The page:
What we got was boredom. Every one of us walked out of that movie bored. It was predictable, mechanical, and just didn’t hold interest. The story is gruesome for gruesome’s sake, or rather, for the sake that del Toro seems to have no ability to engage the audience’s emotion except through repulsive imagery.

Pan is really two movies — one about a girl and her imagination, one about people fighting the Spanish Civil War. The latter is a rote resistance-from-within war movie, with an evil ruthless captain, rebels, supporters of the resistance operating on the inside, and no heart. The former is about a remarkably self-centered girl striking out on various quests, often behaving so stupidly that it’s hard to have sympathy with her plight.

In the same way I’m appalled at the critical accolades bestowed upon Letters from Iwo Jima (another boring, rote movie), Pan’s Labyrinth has received almost unanimously glowing notices. Have critical notices always been so off? I suspect that, like I said with The Descent, people who watch movies for a living are exposed to so much utter crap that anything which doesn’t just outright suck is lauded.

What’s troubling for me is that given how bored I was with Iwo Jima and Pan, I’m fearing going to the theaters to see anything. I’m interested in Children of Men, but fear it will be just as boring. The Pacific Film Archive here in Berkeley is showing an Ernst Lubitsch retrospective. Now there, I can’t go wrong…

My obligatory iPhone post

I don’t know what I can add to the discussion around Apple’s latest unveiling, but I feel obliged to say something.

In 1993, Apple released the Newton. This was CEO John Sculley’s big dream project. It was going to be his Macintosh. However, from a standpoint of market acceptance, it failed.

Now, Steve Jobs loathes John Sculley. He’s been quoted saying about Sculley, “”What can I say? I hired the wrong guy. He destroyed everything I spent 10 years working for; starting with me, but that wasn’t the saddest part. I would have gladly left Apple if Apple would have turned out like I wanted it to.”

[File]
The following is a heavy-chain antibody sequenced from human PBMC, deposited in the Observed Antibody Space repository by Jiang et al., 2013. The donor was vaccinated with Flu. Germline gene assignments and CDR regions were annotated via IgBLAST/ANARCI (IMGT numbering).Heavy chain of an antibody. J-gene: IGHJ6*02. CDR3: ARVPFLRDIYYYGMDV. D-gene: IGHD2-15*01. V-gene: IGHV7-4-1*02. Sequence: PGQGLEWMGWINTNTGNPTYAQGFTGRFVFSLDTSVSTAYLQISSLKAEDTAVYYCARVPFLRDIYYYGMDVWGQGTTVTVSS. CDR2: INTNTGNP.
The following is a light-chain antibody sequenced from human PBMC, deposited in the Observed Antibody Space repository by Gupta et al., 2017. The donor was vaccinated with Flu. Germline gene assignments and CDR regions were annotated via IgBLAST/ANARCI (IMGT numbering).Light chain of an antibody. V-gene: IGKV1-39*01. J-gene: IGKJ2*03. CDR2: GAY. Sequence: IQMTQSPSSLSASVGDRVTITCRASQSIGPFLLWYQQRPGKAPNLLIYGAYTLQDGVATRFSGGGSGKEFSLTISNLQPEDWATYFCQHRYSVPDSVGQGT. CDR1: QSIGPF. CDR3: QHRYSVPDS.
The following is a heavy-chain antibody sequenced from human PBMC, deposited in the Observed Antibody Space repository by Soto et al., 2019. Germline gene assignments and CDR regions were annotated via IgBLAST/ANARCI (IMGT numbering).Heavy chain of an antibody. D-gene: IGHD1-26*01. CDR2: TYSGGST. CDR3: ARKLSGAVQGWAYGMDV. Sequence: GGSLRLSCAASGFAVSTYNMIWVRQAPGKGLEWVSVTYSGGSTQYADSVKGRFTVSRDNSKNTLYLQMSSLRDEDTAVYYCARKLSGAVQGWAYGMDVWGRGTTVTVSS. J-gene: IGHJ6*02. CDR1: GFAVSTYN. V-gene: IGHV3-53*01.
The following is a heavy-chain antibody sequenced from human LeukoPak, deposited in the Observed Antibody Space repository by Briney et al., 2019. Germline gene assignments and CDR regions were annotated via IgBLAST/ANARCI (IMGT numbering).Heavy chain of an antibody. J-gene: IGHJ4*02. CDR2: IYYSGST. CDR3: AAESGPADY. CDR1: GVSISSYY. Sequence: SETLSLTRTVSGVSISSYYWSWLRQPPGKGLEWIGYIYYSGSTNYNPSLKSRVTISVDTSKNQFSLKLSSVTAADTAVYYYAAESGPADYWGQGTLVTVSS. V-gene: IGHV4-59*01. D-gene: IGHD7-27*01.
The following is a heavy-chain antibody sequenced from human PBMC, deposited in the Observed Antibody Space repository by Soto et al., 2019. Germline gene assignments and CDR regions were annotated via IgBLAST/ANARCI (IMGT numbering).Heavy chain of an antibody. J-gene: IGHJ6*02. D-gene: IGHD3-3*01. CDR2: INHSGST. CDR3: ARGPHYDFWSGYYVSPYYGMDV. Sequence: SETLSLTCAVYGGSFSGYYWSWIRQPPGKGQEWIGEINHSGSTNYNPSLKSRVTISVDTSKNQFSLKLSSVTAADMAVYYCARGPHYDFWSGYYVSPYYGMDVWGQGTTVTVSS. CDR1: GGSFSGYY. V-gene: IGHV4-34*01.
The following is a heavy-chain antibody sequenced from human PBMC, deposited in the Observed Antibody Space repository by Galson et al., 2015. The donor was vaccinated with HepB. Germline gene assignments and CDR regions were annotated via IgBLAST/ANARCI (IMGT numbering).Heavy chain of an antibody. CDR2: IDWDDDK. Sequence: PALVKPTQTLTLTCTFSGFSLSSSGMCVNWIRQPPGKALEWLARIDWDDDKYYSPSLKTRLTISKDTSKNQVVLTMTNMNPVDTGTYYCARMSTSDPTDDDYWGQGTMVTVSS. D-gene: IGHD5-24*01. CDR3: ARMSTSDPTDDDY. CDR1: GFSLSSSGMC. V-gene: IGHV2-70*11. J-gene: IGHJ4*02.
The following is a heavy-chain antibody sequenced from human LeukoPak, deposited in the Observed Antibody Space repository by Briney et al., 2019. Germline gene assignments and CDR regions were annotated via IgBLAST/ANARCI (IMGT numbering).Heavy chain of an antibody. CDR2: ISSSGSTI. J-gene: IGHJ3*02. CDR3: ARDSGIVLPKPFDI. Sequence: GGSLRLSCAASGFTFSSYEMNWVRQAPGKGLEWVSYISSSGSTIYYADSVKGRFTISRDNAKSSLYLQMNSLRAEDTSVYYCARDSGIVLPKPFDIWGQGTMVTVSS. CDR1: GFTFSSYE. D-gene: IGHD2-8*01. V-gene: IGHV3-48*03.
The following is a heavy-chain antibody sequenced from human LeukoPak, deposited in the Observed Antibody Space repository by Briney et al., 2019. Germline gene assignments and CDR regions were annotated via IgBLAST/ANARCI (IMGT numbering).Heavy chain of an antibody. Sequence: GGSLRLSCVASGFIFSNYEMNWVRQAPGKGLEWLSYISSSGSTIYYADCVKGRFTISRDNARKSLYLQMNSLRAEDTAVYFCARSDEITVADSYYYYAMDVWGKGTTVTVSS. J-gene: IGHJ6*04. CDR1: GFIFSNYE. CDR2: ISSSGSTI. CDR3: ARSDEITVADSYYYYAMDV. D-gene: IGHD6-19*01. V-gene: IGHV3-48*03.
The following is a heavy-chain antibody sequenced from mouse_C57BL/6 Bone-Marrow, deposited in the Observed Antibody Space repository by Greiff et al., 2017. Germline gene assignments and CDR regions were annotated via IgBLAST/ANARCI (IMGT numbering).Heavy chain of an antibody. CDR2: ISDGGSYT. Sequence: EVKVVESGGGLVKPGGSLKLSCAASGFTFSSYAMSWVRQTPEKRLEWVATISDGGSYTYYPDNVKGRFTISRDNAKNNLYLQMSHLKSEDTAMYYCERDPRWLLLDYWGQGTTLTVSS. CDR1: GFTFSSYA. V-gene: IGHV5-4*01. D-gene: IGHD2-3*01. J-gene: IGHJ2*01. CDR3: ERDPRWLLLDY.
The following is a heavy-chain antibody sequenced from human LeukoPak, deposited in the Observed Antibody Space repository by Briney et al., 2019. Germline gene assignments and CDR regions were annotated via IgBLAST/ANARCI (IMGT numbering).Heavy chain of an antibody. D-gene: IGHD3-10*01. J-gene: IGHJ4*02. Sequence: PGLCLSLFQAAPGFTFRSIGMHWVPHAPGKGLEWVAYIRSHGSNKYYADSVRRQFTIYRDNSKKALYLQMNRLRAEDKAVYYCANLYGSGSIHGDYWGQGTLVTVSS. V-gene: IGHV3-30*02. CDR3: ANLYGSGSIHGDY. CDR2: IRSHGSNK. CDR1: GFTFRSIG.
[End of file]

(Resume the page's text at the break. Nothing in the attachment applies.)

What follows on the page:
So, I just get the sense that, every step in the 2-and-a-half year development of iPhone, Jobs had this bone to pick with Sculley, and that Jobs’ portable computing device was going to be nothing short of “insanely great,” and that at every step, he was determined to not just surpass, but blow away his predecessors.

Because, that’s the thing with the iPhone. Everyone knew it was coming. No one knew how it was going to transcend their expectations. It is such a quantum leap forward, not just for a phone, but for the whole field of consumer electronics, and I don’t think we’ll understand the implications until a good year or so after its release.

Other thoughts

This is a remarkable Trojan Horse on the whole netphone front. Yes, it’s a GSM mobile phone and there’s an exclusive deal with Cingular. But also, it’s a mobile wi-fi device, and so, why use Cingular if you can just Skype?

2 megapixel camera — impressive. But does it only have still picture capability? Considering they’ve put an iSight in everyone of their computers, I’m surprised that iPhone doesn’t have a video camera built in.

I drop my mobile phone with some frequency, and my iPod occasionally. How rugged is this device?

It’s a little strange that they ended up calling this “iPhone,” considering it’s essentially a small tablet PC. I mean, it probably makes sense from a marketing perspective, but I’m curious as to what happens when “the street finds its uses” for the device. I wouldn’t be surprised if phone calls is not the primary function.

Quick Review: Letters from Iwo Jima

I’m appalled at the near-unanimity of the glowing reviews for Letters from Iwo Jima. We saw it a couple of days ago, and were left with one strong, overriding, feeling: boredom.

It is an overwhelming trite and surprisingly rote war movie. You know everything that is going to happen, not just the big things, but the little things as well, long before they occur. I suspect Eastwood was simply overwhelmed by his subject matter. Unlike Million Dollar Baby, which interestingly upended notions of The Boxing Movie, Letters from Iwo Jima seems too daunted by the Epic Realities of War to deliver anything that isn’t cliche.

I can find one review that captures my sentiment.

Adaptive Path-related activity.

First off, a reminder about Adaptive Path’s MX–San Francisco conference, addressing issues around managing experience through creative leadership. We’ve just posted an excellent brief interview with IDEO’s CEO Tim Brown, who will be keynoting the second day. Register by January 15 and save $200. Register with promotional code FOPM and save an additional 15%!

Also, I posted on the AP Blog about how experience design is not about brands, and that conflating them does the notion of customer experience a disservice.

Also also, the talk I gave in Chile, “Beyond Transactions: Experience Strategies for Financial Services” has been posted. View the slides, listen to the audio (neither makes sense without the other.)